We may write different things, but I’m betting we have something in common – a set-up process. We sit down, favorite writing tools at the ready. Maybe we light a candle, put on a soundtrack, read an inspirational message taped to the monitor or some other ritual, all because we know that certain things will put us in a better frame of mind to create.
For writers, mindset is everything. It can’t be understated – having a positive attitude and strong self-belief keeps us focused and motivated. It sustains us during the long road to a publish-ready story.
Writing is hard work, and unfortunately life doesn’t always make it easy. Hardship and strain can sap our energy, and with everything going on in the world today following on the heels of a difficult past two years, many are reaching their limits as to what they can manage.
So when our mental tank is empty, how do we get to a place where we’re excited to write?
This is where there’s good news for anyone living in the Northern Hemisphere, because spring is here, and whether we consciously think about it or not, the seasons impact our mood and mindset. We make certain associations with each season, and in spring, these associations can be leveraged to boost our energy levels, creativity, and outlook.
Using seasonal symbolism to shift your mindset
Winter acts as a long sleep, with most of us content to hibernate a bit. We slow down, hole up inside, and wait out colder temperatures with plenty of snacks, blankets, and tea. And after a long year, we’re in need of that rest. But when spring comes, it’s the wake-up hit we need, bringing an abundance of earthy smells, green shoots, and sunlight to warm our bones.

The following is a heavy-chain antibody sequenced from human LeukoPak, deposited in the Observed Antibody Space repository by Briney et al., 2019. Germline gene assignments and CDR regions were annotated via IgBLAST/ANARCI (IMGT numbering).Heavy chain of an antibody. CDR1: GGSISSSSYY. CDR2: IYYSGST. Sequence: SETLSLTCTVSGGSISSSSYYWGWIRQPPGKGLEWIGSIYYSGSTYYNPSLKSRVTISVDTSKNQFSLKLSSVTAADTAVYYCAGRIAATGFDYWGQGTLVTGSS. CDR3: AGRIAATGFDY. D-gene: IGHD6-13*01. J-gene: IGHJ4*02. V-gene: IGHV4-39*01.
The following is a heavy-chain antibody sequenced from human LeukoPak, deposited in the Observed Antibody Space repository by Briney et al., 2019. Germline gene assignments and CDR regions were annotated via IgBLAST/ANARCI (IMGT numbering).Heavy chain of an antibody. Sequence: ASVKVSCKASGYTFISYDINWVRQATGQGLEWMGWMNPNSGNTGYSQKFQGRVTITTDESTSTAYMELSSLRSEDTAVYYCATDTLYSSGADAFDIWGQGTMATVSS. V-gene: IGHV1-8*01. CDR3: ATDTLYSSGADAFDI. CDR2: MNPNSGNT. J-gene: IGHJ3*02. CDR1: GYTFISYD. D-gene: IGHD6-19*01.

This is our cue to pull back the metaphorical blanket and look ahead with fresh eyes. We’re naturally more curious, expectant, and energized during this part of the calendar year.
Spring is a time of new perspectives, fresh starts, and blank pages
Spring brims with symbolism that represents growth, renewal, healing, and hope. It reminds us what’s possible, and ignites our excitement to discover our own potential. This can offset lower moods and help us push back negativity.
If we embrace the idea of a new beginning, our mindset recalibrates. We can view the future more clearly and think about what our creative goals are, and that motivates us to get going on them. Maybe we will decide to dive back into a WIP with renewed vigor, start something new, or even switch gears and experiment a bit.
Want to use the symbolism of spring to full advantage? Here are four tips.
1) Think about what you need right now
It’s been a challenging few years, and some of us are feeling the strain, so the first order of the day is to consider what you need, and how creativity can help strengthen you. Take some time to think about what energizes you. If it’s reading, read. If it’s writing, write. And if you need to take a break from social media, certain responsibilities, or something else, give yourself space and grace to do that. It’s okay!
2) Start small
When the calendar turns to a new page, many set big, audacious goals in hopes of it being a productive year. This works well for some, but for others it can paralyze them because here they are now, a few months in, and those goals seem too big to achieve. Spring is a great time to reassess what you want to accomplish, and possibly reset your goals to something more manageable.